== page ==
Strikers get another chance

In a week dominated by the long-awaited return of the domestic season together with the back-pages being awash with transfer rumour and speculation ahead of next week’s closing of the summer window, many stories are likely to resonate more than two transfer deals involving players who once held high stock in Europe only to see their star fall with the same ruthlessness they once displayed in front of goal on a regular basis.

The players in question here are Adrian Mutu, the Romanian attacker once of Chelsea who failed a drugs test through the use of cocaine, and former Inter Milan striker Adriano, once prolific, only to see his career beset by personal problems and injuries that pushed him to the brink of quitting the game.

As the likes of Notts County’s Lee Hughes have found, football is forever unlikely to turn its back on a player who still has the willingness and ability to make a difference to a potential suitor. Hughes, found guilty of death by dangerous driving back in 2004, has not put off Oldham and Notts County as any issues with a lack of morality in handing Hughes a rehabilitating living have been dismissed with a fruitful goals return for both clubs since his release from prison.

But of course, it is hard to make similarities between the cases of Adriano and Mutu to that of Hughes for they are a lot less severe, but nonetheless an indication of the sport’s refusal to cast aside the individuals who experience such problems off the pitch. There can be only explanation into why there is still a demand for QPR’s Joey Barton, a player blighted by angst and poor behaviour both in and out of the realm of football, while he honours a 12 match ban for violent conduct; regardless of football’s problems with ethics and morality, there is always a place for those who have their talent betrayed by stupidity, perhaps in the naïve hope they may be encouraged to start on the straight and narrow in fresh surroundings.

At the very top level however, it is unlikely to be the case, explaining why Mutu and Adriano have had to find homes in footballing backwaters. Mutu has moved to French Ligue 1 side Aj Ajaccio after his release from Serie B side Cesena, the dullest of ignominy for a player who was once hitting 18 goals from 31 games at Parma to earn his Premier League move. Yet, it is a better prospect than the striker may have feared when FIFA ordered him to pay nigh on £18 million in compensation to Chelsea for failing a doping test, or even when he failed a second doping test playing for Fiorentina in 2010. Still the player scores goals, he hit 54 in five years on the banks of Florence and another 8 for Cesena, this has proved to be of more appeal to Ajaccio than the problems that have chased him off the field.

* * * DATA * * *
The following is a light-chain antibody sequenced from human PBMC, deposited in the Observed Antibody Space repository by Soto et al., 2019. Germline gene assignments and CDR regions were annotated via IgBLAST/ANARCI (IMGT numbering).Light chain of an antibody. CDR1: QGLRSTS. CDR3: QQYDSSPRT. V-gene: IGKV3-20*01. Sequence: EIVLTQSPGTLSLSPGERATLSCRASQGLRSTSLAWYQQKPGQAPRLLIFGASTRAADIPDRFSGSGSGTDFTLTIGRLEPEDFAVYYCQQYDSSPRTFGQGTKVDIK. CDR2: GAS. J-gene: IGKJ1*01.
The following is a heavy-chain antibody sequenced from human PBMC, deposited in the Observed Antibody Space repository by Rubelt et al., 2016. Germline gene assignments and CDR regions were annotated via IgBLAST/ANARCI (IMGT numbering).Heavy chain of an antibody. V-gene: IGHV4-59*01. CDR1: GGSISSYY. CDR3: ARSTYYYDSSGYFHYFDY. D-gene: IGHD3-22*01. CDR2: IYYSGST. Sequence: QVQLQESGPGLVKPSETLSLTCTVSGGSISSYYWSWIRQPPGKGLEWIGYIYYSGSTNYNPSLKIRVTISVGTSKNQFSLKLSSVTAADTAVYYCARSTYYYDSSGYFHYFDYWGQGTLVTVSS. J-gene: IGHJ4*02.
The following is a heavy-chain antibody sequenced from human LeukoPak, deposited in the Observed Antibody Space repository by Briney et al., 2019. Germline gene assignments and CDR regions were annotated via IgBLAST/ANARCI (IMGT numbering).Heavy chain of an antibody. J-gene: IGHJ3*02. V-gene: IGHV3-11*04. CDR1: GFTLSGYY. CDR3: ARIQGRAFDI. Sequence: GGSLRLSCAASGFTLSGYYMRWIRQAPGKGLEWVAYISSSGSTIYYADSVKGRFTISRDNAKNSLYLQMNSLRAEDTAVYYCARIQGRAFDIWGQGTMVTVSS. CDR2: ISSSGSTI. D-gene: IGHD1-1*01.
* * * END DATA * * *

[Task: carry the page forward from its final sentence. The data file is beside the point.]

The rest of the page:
The same liberal acceptance has befallen Adriano at Flamengo in a league that has seemingly become a cushion for Brazilians when their powers begin to decline in Europe. Robinho, Ronaldinho and the original Ronaldo have all returned there in recent years for differing reasons, whether it is loss of form or personal issues. It is both of those that have engulfed Adriano who, at 30 years of age, should be at the height of his powers. However, “the Emperor” as he was known around the same time he was topping the scoring charts in 2004 Copa America and 205 Confederations Cup, has undergone such a sharp drop that Corinthians decided to cut their losses on the striker after his weight problems saw him swell to over the 100 kilogram mark; he ended up making just 7 appearances in his on year spell at the Sao Paulo club.

But Flamengo have failed to see the attraction in watching a former hero in Adriano be cast to the wilderness at a relatively early age and have decided to take a punt on the striker who scored 19 goals during his last spell with Flamengo in 2009, handing him a “productivity deal” in the hope he may be able to rediscover some of the form from his earlier days that has warranted his decline as such a footballing shame.

These two transfers will not pull up any trees as multi-million pound transfers of Luka Modric and Robin Van Persie take precedence in domestic waters, but they should go someway to restoring faith in football’s streak of acceptance in a community that refuses to let a talent rot should he have something to offer. While not making the headlines anymore, Mutu and Adriano deserve to make a living, or at least have a shot at making a living, again in the sport they have been blessed at being good at.